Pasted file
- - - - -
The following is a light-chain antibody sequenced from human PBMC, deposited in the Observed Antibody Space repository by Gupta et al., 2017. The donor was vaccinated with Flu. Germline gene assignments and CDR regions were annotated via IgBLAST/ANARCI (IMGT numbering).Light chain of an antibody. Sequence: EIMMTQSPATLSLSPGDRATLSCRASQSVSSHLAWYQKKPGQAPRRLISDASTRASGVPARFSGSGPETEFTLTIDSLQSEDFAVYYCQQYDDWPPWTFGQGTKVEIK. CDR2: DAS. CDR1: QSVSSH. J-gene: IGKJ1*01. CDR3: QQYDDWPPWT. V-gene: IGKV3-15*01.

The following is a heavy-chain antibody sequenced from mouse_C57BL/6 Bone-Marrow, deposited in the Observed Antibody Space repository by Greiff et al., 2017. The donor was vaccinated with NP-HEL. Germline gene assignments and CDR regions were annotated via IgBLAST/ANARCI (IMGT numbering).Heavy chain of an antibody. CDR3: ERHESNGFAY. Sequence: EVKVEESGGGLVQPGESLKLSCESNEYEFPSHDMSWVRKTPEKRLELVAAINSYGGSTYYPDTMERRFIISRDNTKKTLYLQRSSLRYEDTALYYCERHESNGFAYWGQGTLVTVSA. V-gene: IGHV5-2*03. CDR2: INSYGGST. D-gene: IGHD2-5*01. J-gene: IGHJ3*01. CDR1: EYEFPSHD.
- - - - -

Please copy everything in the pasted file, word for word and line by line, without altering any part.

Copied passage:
The following is a light-chain antibody sequenced from human PBMC, deposited in the Observed Antibody Space repository by Gupta et al., 2017. The donor was vaccinated with Flu. Germline gene assignments and CDR regions were annotated via IgBLAST/ANARCI (IMGT numbering).Light chain of an antibody. Sequence: EIMMTQSPATLSLSPGDRATLSCRASQSVSSHLAWYQKKPGQAPRRLISDASTRASGVPARFSGSGPETEFTLTIDSLQSEDFAVYYCQQYDDWPPWTFGQGTKVEIK. CDR2: DAS. CDR1: QSVSSH. J-gene: IGKJ1*01. CDR3: QQYDDWPPWT. V-gene: IGKV3-15*01.

The following is a heavy-chain antibody sequenced from mouse_C57BL/6 Bone-Marrow, deposited in the Observed Antibody Space repository by Greiff et al., 2017. The donor was vaccinated with NP-HEL. Germline gene assignments and CDR regions were annotated via IgBLAST/ANARCI (IMGT numbering).Heavy chain of an antibody. CDR3: ERHESNGFAY. Sequence: EVKVEESGGGLVQPGESLKLSCESNEYEFPSHDMSWVRKTPEKRLELVAAINSYGGSTYYPDTMERRFIISRDNTKKTLYLQRSSLRYEDTALYYCERHESNGFAYWGQGTLVTVSA. V-gene: IGHV5-2*03. CDR2: INSYGGST. D-gene: IGHD2-5*01. J-gene: IGHJ3*01. CDR1: EYEFPSHD.